But what do I know, I actually opposed racial segregation unlike the majority of america in 1950 and the majority who voted for Bush yesterday.

  3. Blogger Luna Oliver 

    to joe: bush may have won his monkey-puppet position for another four years, but our integrity is still intact. things will change for the better. xo, s

    to anonymous "in roads": you say you have no fear of gay people, but from your post, you sound terrified. are you actually so insecure about your own definition of marriage that you think that extending this right would demolish what you may or may not have in your own life?

    for someone so against special treatment, you seem pretty comfortable to receive it. this issue is not about rewriting or redefining a freedom, it's about extending rights that already exist for "most like you."

    let's not forget that, at one time, that "traditional" view of marriage you subscribe to did not allow for a white person to marry a non-white. and hell, we all know that since they got rid of all those anti-miscegenation laws, marriage has certainly gone to shit.

  4. Anonymous Anonymous 

    Marriage crosses the boundaries of every race and every civilization. It is timeless in its definition. Segregation is not. It was and has been (like homosexuality) something that ebbs and flows, but has not been consistent across time.

    Racial segregation is wrong and always has been. Treating gays with disrespect is wrong and always will be.

    It seems obvious to me that some of you are not interested in hearing the views of someone who feel differently than you. I read this blog regularly and have no issues with it, including the post that I commented on. I simply added my opinion.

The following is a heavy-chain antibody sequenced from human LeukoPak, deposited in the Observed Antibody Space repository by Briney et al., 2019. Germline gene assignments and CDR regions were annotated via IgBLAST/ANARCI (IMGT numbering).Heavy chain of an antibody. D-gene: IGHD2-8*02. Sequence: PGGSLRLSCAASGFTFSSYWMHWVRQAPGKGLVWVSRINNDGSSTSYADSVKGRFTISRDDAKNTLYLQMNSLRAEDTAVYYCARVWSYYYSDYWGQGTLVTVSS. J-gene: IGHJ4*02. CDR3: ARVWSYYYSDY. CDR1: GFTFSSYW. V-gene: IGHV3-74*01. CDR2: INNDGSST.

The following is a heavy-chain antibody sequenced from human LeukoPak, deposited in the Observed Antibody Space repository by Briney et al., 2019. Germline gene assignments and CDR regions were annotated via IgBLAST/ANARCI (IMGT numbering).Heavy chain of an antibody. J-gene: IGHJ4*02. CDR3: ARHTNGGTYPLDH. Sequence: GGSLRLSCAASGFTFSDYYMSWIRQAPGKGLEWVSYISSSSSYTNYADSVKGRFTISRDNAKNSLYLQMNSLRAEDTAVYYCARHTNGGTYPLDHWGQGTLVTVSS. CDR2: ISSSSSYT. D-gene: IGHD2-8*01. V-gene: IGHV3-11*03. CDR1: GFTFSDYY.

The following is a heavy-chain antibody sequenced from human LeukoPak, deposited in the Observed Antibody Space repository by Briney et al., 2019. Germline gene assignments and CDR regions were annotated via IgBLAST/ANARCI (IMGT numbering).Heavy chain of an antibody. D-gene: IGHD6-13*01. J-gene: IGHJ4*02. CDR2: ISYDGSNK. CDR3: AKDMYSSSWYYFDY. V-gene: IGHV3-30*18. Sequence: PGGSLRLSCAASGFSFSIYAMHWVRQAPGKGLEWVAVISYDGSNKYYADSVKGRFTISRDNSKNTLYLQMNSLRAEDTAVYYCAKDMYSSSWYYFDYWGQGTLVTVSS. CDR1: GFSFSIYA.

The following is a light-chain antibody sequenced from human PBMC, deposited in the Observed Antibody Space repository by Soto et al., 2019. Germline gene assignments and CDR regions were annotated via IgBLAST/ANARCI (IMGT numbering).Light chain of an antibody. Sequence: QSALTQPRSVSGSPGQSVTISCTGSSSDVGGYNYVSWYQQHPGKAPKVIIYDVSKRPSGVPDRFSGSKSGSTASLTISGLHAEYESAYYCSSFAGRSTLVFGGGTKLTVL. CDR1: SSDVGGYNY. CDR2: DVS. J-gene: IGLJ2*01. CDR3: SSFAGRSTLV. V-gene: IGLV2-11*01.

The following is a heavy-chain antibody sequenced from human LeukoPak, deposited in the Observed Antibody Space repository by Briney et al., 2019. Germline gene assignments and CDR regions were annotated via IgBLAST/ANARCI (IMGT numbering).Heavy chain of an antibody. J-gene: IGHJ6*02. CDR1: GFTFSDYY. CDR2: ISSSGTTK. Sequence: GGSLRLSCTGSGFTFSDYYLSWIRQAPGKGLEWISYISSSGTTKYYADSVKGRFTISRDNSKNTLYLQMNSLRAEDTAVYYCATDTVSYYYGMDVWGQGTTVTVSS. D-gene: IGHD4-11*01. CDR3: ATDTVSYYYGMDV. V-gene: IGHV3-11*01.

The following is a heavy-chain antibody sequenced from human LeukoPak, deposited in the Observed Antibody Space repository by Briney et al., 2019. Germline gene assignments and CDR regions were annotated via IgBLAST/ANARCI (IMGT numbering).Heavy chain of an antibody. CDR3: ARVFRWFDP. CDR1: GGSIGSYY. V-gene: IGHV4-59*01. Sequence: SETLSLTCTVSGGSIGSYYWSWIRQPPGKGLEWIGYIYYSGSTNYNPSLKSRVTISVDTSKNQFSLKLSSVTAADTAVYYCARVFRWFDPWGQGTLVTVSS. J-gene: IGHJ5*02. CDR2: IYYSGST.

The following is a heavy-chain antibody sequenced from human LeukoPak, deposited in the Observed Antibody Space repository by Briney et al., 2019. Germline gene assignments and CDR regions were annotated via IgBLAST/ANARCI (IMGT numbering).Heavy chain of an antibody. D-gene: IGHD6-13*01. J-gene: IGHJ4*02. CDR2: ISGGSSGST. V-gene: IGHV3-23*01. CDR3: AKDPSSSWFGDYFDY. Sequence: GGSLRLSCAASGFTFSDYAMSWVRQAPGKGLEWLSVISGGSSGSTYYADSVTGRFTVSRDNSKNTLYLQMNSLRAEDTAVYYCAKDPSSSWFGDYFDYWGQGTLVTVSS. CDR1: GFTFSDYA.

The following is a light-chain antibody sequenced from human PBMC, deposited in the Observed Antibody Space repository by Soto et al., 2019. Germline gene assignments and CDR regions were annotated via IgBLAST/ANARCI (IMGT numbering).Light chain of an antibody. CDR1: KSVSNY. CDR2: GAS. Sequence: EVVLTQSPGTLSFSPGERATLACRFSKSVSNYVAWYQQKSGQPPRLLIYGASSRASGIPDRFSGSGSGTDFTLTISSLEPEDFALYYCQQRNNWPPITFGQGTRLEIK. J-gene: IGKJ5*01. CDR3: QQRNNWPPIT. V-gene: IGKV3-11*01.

I am at least attempting to read, understand and discuss in an agreeable/non-sarcastic manner the views of those who may feel differently than I do, but those that I still respect.

    I will rest with this post and hope I will not be hated for my difference of opinion.

  5. Blogger Bennydtown 


    I have a difficult time accepting the notion that some of the benefits instilled by marraige would be called "Special Rights". The ability to visit an incapacitated loved one in the hospital, or make medical decisions for them should not be a special right. The ability to provide health care for your partner should not be a special right. If I were to die unexpectedly, without a will, I would want my partner to inherit my estate.

    Many of the state ammendments that passed on Tuesday went beyond banning gay weddings, but included any equivelent form of Civil Union. They also extended the prohibition to include not recognising marraiges performed in other states or countries. That raises the exact same issues that complicated the anti-mysogination laws.

    The difference between gay partnerships and heterosexual common-law unions are that heterosexual couples have the choice to move on to the next step.

  6. Anonymous Anonymous 

    My term "special treatment" refers to the fact that I don't want marriage re-defined for all of society so that gays can find equality. I think gay couples can be given equality without re-defining marriage.

    It breaks my heart to know that gay couples don’t have the right to make decisions about one another in cases where medical issues arise, etc. I feel strongly that loved ones should be able to have the legal right to care for and direct the care for those partners whom they love and have been committed to.

    I don't think I'm on a different page from you in this regard. I believe that gay couples love no differently than hetero couples. When you grow to love someone as a close friend and then cement that relationship with the closeness that comes from love making, it drives two people together in a way that is almost indescribeable. I understand this for both gay & straight couples and respect both equally.